“It is hard to find high-heels in size 42 (9.5) in prison. Even though we pay the price, the officials cannot bring them in. Here our warden understands us; but the inmates in Ankara are not even given tweezers and the others are complaining about personnel violence. What I ask of you is to send me high-heels.” (A note from Deniz’s Letter)
The law states, “The primary reason for incarceration is to rehabilitate,” which means that the state regards every inmate as unhealthy. Considering the recent arbitrary arrests, prisons can be seen as places where anyone could potentially end up. Because of rights violations and bad treatment, one can get much worse rather than becoming a rehabilitated person. Trans inmates face further unfairness and discrimination. We talked about the situation of trans people with Mustafa Eren from the Civil Society in the Penal System, who has been closely following the rights violations in prisons.
Civil Society in the Penal System Foundation (CISST) brought attention to the isolation imposed on LGBT inmates. They stated that there is no such legislation on the issue but that prison administrations’ “apply unwritten rules.”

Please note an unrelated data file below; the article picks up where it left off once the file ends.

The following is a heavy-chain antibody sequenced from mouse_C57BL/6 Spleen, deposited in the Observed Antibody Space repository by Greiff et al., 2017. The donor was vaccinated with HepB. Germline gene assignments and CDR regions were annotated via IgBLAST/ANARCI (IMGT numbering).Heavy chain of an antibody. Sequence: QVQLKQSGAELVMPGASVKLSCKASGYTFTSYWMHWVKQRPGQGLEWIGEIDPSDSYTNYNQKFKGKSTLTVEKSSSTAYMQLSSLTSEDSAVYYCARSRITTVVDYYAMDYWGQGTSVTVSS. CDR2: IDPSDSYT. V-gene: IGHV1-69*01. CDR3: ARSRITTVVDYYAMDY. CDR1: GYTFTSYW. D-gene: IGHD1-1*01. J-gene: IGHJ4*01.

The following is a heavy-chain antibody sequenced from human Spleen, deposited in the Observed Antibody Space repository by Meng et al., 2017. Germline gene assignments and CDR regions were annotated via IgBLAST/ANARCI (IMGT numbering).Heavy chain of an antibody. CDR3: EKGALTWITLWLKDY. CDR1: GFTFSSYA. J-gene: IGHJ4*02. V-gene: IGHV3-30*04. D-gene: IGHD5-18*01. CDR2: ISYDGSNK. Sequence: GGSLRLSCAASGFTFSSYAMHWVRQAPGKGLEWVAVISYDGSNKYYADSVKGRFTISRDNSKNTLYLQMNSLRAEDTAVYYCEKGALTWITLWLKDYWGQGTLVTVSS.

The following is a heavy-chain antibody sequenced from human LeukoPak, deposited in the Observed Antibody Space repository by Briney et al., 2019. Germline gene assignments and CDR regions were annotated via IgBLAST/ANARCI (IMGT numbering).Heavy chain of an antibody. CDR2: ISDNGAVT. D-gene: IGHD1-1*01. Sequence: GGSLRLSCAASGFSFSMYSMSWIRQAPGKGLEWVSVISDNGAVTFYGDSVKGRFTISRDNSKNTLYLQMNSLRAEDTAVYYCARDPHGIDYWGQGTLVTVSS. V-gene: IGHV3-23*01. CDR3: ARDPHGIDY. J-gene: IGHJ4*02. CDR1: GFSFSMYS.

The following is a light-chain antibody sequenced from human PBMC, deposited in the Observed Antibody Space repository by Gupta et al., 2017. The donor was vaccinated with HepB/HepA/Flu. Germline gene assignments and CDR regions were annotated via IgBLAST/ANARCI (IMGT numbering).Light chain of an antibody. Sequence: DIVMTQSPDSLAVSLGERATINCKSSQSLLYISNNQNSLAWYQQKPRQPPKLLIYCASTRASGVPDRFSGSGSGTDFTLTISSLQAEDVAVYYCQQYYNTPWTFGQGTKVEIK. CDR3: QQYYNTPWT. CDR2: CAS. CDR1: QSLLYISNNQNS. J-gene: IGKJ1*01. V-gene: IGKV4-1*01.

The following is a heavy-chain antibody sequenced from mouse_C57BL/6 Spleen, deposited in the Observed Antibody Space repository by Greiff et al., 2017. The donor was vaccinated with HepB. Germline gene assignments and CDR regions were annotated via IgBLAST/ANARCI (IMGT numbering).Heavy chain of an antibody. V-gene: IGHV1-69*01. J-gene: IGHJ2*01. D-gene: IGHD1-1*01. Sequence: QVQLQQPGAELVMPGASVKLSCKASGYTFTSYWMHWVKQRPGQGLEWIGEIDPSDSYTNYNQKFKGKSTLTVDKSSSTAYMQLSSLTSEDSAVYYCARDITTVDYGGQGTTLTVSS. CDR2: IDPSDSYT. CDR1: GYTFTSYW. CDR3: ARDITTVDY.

CISST released their report for the Project of Inmates with Special Needs and stated that the main problem LGBT inmates face is isolation.
They stated that legislation concerning LGBT inmates must be drafted but that one prison for LGBT inmates would cause more discrimination and labeling.
“Unwritten rules means “I will do what I want””
CISST visited Maltepe No: 6 L Type Closed Penal Institution where 11 trans women are imprisoned with one academic, one lawyer, representatives of LISTAG, SPoD LGBT, Istanbul LGBTT, and Lambdaistanbul.
Civil Society in the Penal System Foundation’s (CISST) Observations and Questions to the Ministry of Justice regarding LGBT inmates and the Ministry of Justice’s response.
A response from the Ministry of Justice, to the questions posed by Zafer Kılıç, CEO of the Civil Society in the Penal System Foundation, regarding LGBT inmates within the framework of the Law on the Right to Information, has been received [on 24 July 2013]. The observations that can be made from the Ministry of Justice’s responses are as follows:
1. The Ministry of Justice describes LGBT people as “people with LGBT” which brings forth the question whether the Ministry considers someone being LGBT akin to living with a disease like cancer, AIDS, tuberculosis.